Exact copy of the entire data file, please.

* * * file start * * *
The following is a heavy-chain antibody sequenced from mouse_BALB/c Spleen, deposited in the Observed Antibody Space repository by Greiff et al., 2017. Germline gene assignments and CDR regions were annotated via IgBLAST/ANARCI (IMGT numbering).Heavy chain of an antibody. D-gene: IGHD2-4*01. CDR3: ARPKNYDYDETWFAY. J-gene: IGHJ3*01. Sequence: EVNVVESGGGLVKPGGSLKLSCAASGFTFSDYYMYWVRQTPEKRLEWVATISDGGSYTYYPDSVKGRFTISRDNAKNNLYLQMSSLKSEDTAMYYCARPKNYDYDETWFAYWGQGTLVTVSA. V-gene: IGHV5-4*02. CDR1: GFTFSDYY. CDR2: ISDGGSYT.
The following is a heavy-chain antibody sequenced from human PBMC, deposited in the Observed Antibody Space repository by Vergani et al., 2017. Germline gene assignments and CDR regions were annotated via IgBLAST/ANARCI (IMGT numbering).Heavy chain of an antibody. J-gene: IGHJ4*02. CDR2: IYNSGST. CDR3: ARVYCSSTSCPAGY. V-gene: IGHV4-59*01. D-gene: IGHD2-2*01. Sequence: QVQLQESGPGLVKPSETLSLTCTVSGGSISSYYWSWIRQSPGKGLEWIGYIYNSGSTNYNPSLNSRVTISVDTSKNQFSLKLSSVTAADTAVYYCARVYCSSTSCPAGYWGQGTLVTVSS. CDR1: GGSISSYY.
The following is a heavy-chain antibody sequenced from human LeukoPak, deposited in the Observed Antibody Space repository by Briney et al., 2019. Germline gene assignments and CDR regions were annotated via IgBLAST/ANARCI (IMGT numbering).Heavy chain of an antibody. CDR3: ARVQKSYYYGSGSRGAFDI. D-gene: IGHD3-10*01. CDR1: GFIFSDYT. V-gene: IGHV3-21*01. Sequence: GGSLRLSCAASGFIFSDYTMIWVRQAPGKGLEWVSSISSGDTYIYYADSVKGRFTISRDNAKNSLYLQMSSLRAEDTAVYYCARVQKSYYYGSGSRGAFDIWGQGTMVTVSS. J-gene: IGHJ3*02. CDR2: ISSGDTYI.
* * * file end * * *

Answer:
The following is a heavy-chain antibody sequenced from mouse_BALB/c Spleen, deposited in the Observed Antibody Space repository by Greiff et al., 2017. Germline gene assignments and CDR regions were annotated via IgBLAST/ANARCI (IMGT numbering).Heavy chain of an antibody. D-gene: IGHD2-4*01. CDR3: ARPKNYDYDETWFAY. J-gene: IGHJ3*01. Sequence: EVNVVESGGGLVKPGGSLKLSCAASGFTFSDYYMYWVRQTPEKRLEWVATISDGGSYTYYPDSVKGRFTISRDNAKNNLYLQMSSLKSEDTAMYYCARPKNYDYDETWFAYWGQGTLVTVSA. V-gene: IGHV5-4*02. CDR1: GFTFSDYY. CDR2: ISDGGSYT.
The following is a heavy-chain antibody sequenced from human PBMC, deposited in the Observed Antibody Space repository by Vergani et al., 2017. Germline gene assignments and CDR regions were annotated via IgBLAST/ANARCI (IMGT numbering).Heavy chain of an antibody. J-gene: IGHJ4*02. CDR2: IYNSGST. CDR3: ARVYCSSTSCPAGY. V-gene: IGHV4-59*01. D-gene: IGHD2-2*01. Sequence: QVQLQESGPGLVKPSETLSLTCTVSGGSISSYYWSWIRQSPGKGLEWIGYIYNSGSTNYNPSLNSRVTISVDTSKNQFSLKLSSVTAADTAVYYCARVYCSSTSCPAGYWGQGTLVTVSS. CDR1: GGSISSYY.
The following is a heavy-chain antibody sequenced from human LeukoPak, deposited in the Observed Antibody Space repository by Briney et al., 2019. Germline gene assignments and CDR regions were annotated via IgBLAST/ANARCI (IMGT numbering).Heavy chain of an antibody. CDR3: ARVQKSYYYGSGSRGAFDI. D-gene: IGHD3-10*01. CDR1: GFIFSDYT. V-gene: IGHV3-21*01. Sequence: GGSLRLSCAASGFIFSDYTMIWVRQAPGKGLEWVSSISSGDTYIYYADSVKGRFTISRDNAKNSLYLQMSSLRAEDTAVYYCARVQKSYYYGSGSRGAFDIWGQGTMVTVSS. J-gene: IGHJ3*02. CDR2: ISSGDTYI.